20th February 2018

Your Guide to Duty-Free Shopping

The difference between travelling alone and with someone, perhaps a significant other, becomes most pronounced when you have to consider all the other aspects which come into play, such as the type of accommodation you’ll be willing to settle for in some cases, and where and what you eat. Basically it becomes more expensive when you’re no longer travelling alone and you have someone else to consider as part of your travel plans. Yes, I’m talking about travelling with a lady.

As much as the ladies who are also eleutheromaniacs themselves at first will claim to be okay with some of the “make-do” elements of budget travel, when it comes down to it the budget travel issues become a bit of a problem.

That’s all part of a discussion for another day I guess, otherwise that leads me to one of the most popular travel pastimes of women – a pastime which transcends travelling though, which is that of shopping. I mean absolutely no offence to anyone (I love all my female readers just as much, if not more), but for some reason women seem to have it in their heads that no trip is complete without a bit of shopping, or ideally a lot of shopping!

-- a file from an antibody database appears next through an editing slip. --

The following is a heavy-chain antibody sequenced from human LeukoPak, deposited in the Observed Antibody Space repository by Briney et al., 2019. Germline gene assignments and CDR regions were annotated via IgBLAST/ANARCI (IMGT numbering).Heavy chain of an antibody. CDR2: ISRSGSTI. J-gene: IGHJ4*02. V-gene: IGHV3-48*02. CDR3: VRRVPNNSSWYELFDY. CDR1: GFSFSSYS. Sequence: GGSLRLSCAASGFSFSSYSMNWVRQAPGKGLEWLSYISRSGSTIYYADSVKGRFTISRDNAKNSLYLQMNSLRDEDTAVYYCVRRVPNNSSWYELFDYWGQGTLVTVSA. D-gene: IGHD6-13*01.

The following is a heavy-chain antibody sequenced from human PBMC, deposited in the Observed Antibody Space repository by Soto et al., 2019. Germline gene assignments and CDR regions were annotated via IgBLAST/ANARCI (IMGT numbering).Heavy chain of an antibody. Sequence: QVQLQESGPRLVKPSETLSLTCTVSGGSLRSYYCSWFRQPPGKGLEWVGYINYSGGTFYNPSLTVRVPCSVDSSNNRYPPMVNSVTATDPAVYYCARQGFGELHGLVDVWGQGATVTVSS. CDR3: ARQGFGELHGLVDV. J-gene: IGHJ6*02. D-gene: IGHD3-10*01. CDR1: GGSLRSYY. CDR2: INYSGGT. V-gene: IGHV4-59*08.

It would otherwise be unsustainable to particularly buy what they like to refer to as souvenirs if those and many other items weren’t bought at the duty-free malls you find at just about all airports, so it’s worth discussing a few pointers about duty-free shopping to help you get the most out of it.

It’s for personal shopping

By this I really mean duty free shopping is not meant for commercial shopping. You won’t really be able to buy the items which are made available to you duty-free at commercial quantities as there are restrictions put in place at the port of entry back in your home country. As to whether those restrictions are enforced or not and just how strictly they’re enforced is perhaps subjective, but in most cases duty-free items are meant for personal use or perhaps to be bought as gifts for one or two other people who are close to you in that way.

You won’t be able to stock up on twenty crates of a specific popular fragrance for example and then cross the border with them to sell. That’s pretty much what neutralises the duty-free shopping advantage, at least in my book since I don’t quite care for many of the items typically sold duty-free.

Make sure to get the full value-saving advantage

At the end of a duty-free shopping experience if you haven’t taken full advantage of the intended concept of duty-free shopping you may end up walking away having actually spent more. To prevent this from happening you have to watch the quantities you buy (you’ll end up having to pay import duties on any excess beyond your personal duty-free allowance), something which often befalls travellers.

Additionally, make sure not to go over your baggage limit with all the extra weight you’ll inevitably have to carry as a result of your duty-free shopping spree. Excess baggage charges are not a clever way to have to spend more money you could have otherwise used for your trip.